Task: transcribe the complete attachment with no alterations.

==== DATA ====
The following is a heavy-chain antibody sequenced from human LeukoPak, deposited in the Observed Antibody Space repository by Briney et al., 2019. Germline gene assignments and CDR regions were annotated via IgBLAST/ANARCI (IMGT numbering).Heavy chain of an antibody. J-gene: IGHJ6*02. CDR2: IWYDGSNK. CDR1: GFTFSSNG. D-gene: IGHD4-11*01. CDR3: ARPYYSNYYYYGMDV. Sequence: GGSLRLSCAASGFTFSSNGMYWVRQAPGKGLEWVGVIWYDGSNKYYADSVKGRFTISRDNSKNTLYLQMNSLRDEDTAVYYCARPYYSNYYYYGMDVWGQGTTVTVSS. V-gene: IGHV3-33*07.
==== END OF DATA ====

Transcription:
The following is a heavy-chain antibody sequenced from human LeukoPak, deposited in the Observed Antibody Space repository by Briney et al., 2019. Germline gene assignments and CDR regions were annotated via IgBLAST/ANARCI (IMGT numbering).Heavy chain of an antibody. J-gene: IGHJ6*02. CDR2: IWYDGSNK. CDR1: GFTFSSNG. D-gene: IGHD4-11*01. CDR3: ARPYYSNYYYYGMDV. Sequence: GGSLRLSCAASGFTFSSNGMYWVRQAPGKGLEWVGVIWYDGSNKYYADSVKGRFTISRDNSKNTLYLQMNSLRDEDTAVYYCARPYYSNYYYYGMDVWGQGTTVTVSS. V-gene: IGHV3-33*07.